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Discussion Starter · #9 ·
We're looking for someone local. The car will need to have a throttle cable too, so even though your ecu is unlocked...I don't think you can get around the throttle-by-wire.
 

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(Here you go Sammy)

It's all about pumping losses and flow potential.

A motor doesn't suck in air, air is pushed in due to the vacuum created in the cylinder, from the area of high pressure to the area of low pressure.

Flow potential is all about the size of the hole between to bodies (containers), and the amount of pressure difference that exists between them. To get more flow into the motor, you can make the differential larger (like what a turbo does) or you can make the passage larger, or stay open longer (i.e. camshafts). The other factor that affects flow potential is the length of the passage something has to flow through. The shorter of two pipes of the same diameter will flow more with less pressure.

If you look at intake manifold design, and a little physics, and apply some practical examples you can get a good idea.

Air that is rushing into the intake and towards the valves can be moving pretty quick. Once it is moving it doesn't want to stop (an object in motion wants to stay in motion), when the intake valve closes the air slams into the back of the valve and compresses, so it bounces off of the valve like a spring or ball back down the intake runner to the plenum, where it bounces again where some of that energy is bounced back down the runner towards the valve. IF the intake valve can be open when this compressed bundle of air reaches it, it will force more air into the cylinder than it could get w/o that advantage of more dense air. That only happens when the events are perfectly timed to the valve opening. There is a certain speed where the time it takes to bounce improves air flow into the cylinder via "inertial supercharging". The reason the QR intake (and a lot of other manifold designs have secondary runners etc.) is to be able to change the frequency of the air pulses in the intake manifold. Think of a flute or other wind instrument, when you block a hole or let off of one the note changes which is the frequency of the reverberation of the air column.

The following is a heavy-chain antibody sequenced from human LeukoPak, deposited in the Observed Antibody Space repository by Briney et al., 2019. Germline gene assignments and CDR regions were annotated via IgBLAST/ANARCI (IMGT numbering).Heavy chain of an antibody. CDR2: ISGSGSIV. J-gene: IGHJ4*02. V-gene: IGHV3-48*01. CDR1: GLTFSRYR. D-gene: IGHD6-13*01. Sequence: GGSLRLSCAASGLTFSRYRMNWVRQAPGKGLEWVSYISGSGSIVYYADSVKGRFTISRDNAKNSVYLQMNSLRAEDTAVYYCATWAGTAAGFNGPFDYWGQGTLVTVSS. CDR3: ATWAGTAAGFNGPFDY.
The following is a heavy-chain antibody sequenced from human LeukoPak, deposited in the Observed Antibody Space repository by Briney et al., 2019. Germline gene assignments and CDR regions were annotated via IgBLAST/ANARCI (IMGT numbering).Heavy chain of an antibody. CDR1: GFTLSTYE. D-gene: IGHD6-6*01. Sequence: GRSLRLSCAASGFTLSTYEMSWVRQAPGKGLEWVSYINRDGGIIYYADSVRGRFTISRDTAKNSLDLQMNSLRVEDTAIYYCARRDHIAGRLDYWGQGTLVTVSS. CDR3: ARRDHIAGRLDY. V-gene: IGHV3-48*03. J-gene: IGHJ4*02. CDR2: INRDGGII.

So how do ITB's work? In an intake manifold there are pulses from other cylinders interacting with each other. The other part is that an area of low pressure (vacuum) exists in virtually every point of the manifold after the throttle body. With an ITB, the throttle plate is only a few inches (5-8") from the back of the intake valve and high pressure exists at the front of the throttle plate. When I built an intake manifold for a QR, the runners were 15" long, not including the length of the runner in the cylinder head. So the air column was having to travel close to 20" to reach the valve vs 5-8" w/ an ITB. SO what about inertial supercharging? Doesn't matter, the air that bounces off the back of the valve bounces back and since there is no plenum involved the energy is just dissipated back into the atmosphere and atmospheric pressure air (14.7 psi) fills the small volume of the ITB runner up quicker than any reflected air pules could do, so over more of the running range of the motor more air enters the motor.